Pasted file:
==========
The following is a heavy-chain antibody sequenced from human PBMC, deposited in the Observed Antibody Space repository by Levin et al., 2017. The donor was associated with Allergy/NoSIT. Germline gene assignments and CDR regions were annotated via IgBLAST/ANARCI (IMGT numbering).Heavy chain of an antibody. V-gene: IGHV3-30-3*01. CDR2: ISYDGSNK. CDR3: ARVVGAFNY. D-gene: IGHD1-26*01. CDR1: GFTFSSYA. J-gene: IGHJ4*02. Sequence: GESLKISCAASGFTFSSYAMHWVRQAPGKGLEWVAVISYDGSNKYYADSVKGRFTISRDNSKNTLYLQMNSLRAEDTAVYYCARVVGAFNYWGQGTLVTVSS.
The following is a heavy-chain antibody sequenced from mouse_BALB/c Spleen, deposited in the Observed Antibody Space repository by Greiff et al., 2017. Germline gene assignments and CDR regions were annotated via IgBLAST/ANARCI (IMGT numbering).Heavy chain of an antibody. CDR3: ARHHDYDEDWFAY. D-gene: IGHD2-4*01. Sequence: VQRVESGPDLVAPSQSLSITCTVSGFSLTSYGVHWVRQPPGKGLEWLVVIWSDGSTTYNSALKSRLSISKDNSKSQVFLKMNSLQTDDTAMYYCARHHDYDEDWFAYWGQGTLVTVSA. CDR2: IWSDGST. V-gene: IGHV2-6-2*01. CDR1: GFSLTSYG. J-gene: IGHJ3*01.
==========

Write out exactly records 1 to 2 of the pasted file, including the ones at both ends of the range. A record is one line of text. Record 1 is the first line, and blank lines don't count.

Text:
The following is a heavy-chain antibody sequenced from human PBMC, deposited in the Observed Antibody Space repository by Levin et al., 2017. The donor was associated with Allergy/NoSIT. Germline gene assignments and CDR regions were annotated via IgBLAST/ANARCI (IMGT numbering).Heavy chain of an antibody. V-gene: IGHV3-30-3*01. CDR2: ISYDGSNK. CDR3: ARVVGAFNY. D-gene: IGHD1-26*01. CDR1: GFTFSSYA. J-gene: IGHJ4*02. Sequence: GESLKISCAASGFTFSSYAMHWVRQAPGKGLEWVAVISYDGSNKYYADSVKGRFTISRDNSKNTLYLQMNSLRAEDTAVYYCARVVGAFNYWGQGTLVTVSS.
The following is a heavy-chain antibody sequenced from mouse_BALB/c Spleen, deposited in the Observed Antibody Space repository by Greiff et al., 2017. Germline gene assignments and CDR regions were annotated via IgBLAST/ANARCI (IMGT numbering).Heavy chain of an antibody. CDR3: ARHHDYDEDWFAY. D-gene: IGHD2-4*01. Sequence: VQRVESGPDLVAPSQSLSITCTVSGFSLTSYGVHWVRQPPGKGLEWLVVIWSDGSTTYNSALKSRLSISKDNSKSQVFLKMNSLQTDDTAMYYCARHHDYDEDWFAYWGQGTLVTVSA. CDR2: IWSDGST. V-gene: IGHV2-6-2*01. CDR1: GFSLTSYG. J-gene: IGHJ3*01.